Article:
Although CCIV sub funds are not considered separate legal entities, they benefit from strict segregation of assets and liabilities. Each sub fund’s assets are legally ring fenced for its specific purposes, providing clarity and safeguarding against cross contamination.

Flow Through Taxation

One of the standout advantages of CCIVs is their flow through taxation structure. Income earned by CCIV sub funds retains its character when distributed to investors. This means investors are taxed as if they directly hold the trust’s underlying assets. However, this is subject to standard tax rules.

Fixed Entitlement

CCIVs ensure that investors have clear and vested interests in sub fund income and capital. This clarity is valuable for utilising trust losses and navigating franking credit provisions.

Concessional Withholding Rates

CCIVs that qualify as Managed Investment Trusts (MITs) may offer reduced withholding tax rates of 15% on certain types of income distributions to investors residing in countries with Exchange of Information Agreements with Australia.

Capital Account Election

MIT qualified CCIV sub funds can make an election to treat certain assets as held on capital account. This choice can result in more favourable tax treatment for investors in situations involving capital gains.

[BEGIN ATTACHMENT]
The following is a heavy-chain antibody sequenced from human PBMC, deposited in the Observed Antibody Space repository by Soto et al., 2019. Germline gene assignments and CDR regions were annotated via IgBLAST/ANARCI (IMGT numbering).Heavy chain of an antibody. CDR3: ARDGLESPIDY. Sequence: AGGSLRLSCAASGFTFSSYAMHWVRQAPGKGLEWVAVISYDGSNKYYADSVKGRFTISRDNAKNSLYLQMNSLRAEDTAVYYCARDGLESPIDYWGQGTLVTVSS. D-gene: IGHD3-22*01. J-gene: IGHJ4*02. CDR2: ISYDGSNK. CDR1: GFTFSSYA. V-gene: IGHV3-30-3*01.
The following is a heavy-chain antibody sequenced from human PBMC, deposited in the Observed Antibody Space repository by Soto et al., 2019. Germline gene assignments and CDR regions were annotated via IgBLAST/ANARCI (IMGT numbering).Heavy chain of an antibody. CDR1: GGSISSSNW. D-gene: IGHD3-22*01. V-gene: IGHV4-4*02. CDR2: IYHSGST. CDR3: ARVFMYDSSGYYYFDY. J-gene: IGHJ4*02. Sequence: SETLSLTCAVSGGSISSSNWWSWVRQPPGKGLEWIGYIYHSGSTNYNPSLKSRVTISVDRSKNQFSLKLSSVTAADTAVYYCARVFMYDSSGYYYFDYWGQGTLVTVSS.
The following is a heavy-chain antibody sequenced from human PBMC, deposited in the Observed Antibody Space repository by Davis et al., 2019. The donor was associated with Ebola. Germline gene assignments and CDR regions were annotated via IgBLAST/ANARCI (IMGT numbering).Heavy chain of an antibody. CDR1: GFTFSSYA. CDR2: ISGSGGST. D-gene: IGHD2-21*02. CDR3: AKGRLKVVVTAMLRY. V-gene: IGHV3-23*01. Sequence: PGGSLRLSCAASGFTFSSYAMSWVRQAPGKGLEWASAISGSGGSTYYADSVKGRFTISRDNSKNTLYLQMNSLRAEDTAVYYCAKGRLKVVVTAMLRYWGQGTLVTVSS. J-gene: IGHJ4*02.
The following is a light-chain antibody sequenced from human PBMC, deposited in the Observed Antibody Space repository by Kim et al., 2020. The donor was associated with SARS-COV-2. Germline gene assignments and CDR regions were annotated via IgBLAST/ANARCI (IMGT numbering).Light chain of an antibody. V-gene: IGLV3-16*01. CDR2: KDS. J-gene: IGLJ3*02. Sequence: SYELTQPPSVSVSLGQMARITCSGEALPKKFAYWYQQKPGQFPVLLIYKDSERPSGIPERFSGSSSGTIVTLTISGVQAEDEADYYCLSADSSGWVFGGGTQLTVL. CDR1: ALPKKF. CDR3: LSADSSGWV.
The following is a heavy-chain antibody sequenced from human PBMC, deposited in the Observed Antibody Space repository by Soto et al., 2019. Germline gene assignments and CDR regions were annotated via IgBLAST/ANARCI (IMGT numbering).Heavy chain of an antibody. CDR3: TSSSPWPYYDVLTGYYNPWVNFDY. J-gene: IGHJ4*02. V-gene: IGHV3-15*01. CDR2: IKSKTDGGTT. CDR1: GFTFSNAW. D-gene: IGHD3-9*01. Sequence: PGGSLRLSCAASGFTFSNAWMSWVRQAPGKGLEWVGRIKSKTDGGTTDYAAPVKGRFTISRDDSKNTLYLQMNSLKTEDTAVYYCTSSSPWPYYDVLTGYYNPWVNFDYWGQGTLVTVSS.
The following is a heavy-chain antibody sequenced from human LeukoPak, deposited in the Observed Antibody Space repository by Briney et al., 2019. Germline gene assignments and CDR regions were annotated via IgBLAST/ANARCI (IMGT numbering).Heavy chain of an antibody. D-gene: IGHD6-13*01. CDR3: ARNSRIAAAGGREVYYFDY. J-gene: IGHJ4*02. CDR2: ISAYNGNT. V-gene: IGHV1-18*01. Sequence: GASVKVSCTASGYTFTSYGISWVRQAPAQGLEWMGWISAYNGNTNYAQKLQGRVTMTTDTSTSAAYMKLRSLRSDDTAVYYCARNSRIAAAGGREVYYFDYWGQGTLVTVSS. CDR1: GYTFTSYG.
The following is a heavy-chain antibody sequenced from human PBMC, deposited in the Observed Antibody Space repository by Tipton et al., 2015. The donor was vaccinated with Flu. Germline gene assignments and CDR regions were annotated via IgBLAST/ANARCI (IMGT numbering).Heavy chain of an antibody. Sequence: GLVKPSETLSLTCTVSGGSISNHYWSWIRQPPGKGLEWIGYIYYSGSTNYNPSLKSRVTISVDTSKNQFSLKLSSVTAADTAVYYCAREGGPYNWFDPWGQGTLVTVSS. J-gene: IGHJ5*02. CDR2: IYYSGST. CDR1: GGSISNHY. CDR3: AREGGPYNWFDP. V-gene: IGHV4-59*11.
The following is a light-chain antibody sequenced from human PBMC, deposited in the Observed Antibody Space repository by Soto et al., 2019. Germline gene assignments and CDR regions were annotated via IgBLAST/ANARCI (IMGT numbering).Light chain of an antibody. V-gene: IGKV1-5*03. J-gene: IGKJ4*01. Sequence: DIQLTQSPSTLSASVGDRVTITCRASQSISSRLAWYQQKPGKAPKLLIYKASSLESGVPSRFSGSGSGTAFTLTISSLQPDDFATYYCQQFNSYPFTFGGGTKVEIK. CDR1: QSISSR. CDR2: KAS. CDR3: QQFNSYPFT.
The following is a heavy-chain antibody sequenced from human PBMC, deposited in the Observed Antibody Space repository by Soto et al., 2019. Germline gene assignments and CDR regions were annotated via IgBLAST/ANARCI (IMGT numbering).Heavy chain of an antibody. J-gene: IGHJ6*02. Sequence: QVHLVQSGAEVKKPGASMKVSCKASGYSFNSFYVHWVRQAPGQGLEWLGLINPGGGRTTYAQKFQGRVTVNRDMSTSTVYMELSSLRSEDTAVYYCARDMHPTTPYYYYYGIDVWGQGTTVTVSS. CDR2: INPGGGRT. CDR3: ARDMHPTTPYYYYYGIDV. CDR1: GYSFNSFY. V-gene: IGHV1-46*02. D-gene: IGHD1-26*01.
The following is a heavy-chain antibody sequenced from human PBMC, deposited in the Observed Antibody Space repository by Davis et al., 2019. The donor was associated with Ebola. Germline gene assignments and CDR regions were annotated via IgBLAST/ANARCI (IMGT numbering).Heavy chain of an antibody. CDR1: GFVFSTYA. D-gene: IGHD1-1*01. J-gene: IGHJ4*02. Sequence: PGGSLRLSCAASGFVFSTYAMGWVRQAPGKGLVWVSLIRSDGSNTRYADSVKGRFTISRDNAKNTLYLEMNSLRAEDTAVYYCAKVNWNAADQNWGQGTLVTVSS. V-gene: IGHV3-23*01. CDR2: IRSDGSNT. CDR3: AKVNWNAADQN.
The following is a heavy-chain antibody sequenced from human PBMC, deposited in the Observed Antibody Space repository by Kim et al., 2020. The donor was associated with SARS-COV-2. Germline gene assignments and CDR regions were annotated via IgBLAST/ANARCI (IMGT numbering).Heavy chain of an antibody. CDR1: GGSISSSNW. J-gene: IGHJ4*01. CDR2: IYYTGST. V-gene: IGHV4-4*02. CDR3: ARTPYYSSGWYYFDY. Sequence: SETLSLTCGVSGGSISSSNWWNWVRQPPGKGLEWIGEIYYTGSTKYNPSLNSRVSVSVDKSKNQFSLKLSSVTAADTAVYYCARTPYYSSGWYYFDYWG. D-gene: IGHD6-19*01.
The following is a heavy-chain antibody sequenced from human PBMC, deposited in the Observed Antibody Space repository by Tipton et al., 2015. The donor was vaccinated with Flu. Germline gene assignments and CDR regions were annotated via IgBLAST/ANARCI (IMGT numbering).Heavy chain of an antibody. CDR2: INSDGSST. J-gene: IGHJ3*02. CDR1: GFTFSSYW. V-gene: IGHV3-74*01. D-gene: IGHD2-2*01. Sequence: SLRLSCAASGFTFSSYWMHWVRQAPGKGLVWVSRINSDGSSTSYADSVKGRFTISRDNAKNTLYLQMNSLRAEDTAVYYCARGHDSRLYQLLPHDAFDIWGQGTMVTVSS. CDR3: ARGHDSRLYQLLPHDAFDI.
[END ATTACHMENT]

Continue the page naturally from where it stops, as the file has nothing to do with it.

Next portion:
Disadvantages of CCIVs

Rollover Relief

Transitioning existing fund structures to CCIVs may not be smooth, potentially resulting in income tax implications. While some Capital Gains Tax (CGT) roll over provisions may apply in specific cases, there is no blanket relief.

Tax Losses

CCIVs do not currently have provisions for transferring existing revenue or capital losses from previous structures. Entities converting to CCIVs may forfeit their existing tax or capital losses.

Income Definition

Under the CCIV regime, income for sub fund trusts is primarily determined based on accounting profit. This limited flexibility could lead to unintended and unfavourable tax consequences concerning income earned by sub funds.

Duty and Land Tax Uncertainties

State guidance on the treatment of CCIV entities for duty and land tax purposes remains unclear, creating uncertainty in these areas.

Thus, CCIVs offer compelling advantages, they also come with notable limitations.

Ultimately, the decision to utilise CCIVs as an investment vehicle should be made with a clear understanding of these pros and cons, tailored to specific investment goals and circumstances.

This article is general information only and does not provide advice to address your personal circumstances. To make an informed decision you should contact an appropriately qualified professional.